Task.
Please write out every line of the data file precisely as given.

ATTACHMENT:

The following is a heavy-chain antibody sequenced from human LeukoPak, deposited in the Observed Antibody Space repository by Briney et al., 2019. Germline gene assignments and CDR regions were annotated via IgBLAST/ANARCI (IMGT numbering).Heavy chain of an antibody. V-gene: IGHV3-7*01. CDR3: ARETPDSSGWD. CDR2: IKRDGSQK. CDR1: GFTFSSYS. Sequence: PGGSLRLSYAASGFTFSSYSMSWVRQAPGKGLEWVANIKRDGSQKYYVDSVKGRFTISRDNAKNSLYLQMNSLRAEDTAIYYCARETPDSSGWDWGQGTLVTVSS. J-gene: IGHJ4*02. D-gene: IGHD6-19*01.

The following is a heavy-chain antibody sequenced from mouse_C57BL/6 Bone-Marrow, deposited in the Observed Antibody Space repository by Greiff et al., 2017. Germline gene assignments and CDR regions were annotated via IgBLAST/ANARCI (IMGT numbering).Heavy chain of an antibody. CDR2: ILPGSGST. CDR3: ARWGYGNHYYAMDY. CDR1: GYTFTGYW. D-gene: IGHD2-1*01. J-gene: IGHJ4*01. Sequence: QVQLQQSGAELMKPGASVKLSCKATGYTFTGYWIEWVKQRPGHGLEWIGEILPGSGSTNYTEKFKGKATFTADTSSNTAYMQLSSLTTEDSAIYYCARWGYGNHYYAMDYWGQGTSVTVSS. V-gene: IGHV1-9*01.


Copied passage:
The following is a heavy-chain antibody sequenced from human LeukoPak, deposited in the Observed Antibody Space repository by Briney et al., 2019. Germline gene assignments and CDR regions were annotated via IgBLAST/ANARCI (IMGT numbering).Heavy chain of an antibody. V-gene: IGHV3-7*01. CDR3: ARETPDSSGWD. CDR2: IKRDGSQK. CDR1: GFTFSSYS. Sequence: PGGSLRLSYAASGFTFSSYSMSWVRQAPGKGLEWVANIKRDGSQKYYVDSVKGRFTISRDNAKNSLYLQMNSLRAEDTAIYYCARETPDSSGWDWGQGTLVTVSS. J-gene: IGHJ4*02. D-gene: IGHD6-19*01.

The following is a heavy-chain antibody sequenced from mouse_C57BL/6 Bone-Marrow, deposited in the Observed Antibody Space repository by Greiff et al., 2017. Germline gene assignments and CDR regions were annotated via IgBLAST/ANARCI (IMGT numbering).Heavy chain of an antibody. CDR2: ILPGSGST. CDR3: ARWGYGNHYYAMDY. CDR1: GYTFTGYW. D-gene: IGHD2-1*01. J-gene: IGHJ4*01. Sequence: QVQLQQSGAELMKPGASVKLSCKATGYTFTGYWIEWVKQRPGHGLEWIGEILPGSGSTNYTEKFKGKATFTADTSSNTAYMQLSSLTTEDSAIYYCARWGYGNHYYAMDYWGQGTSVTVSS. V-gene: IGHV1-9*01.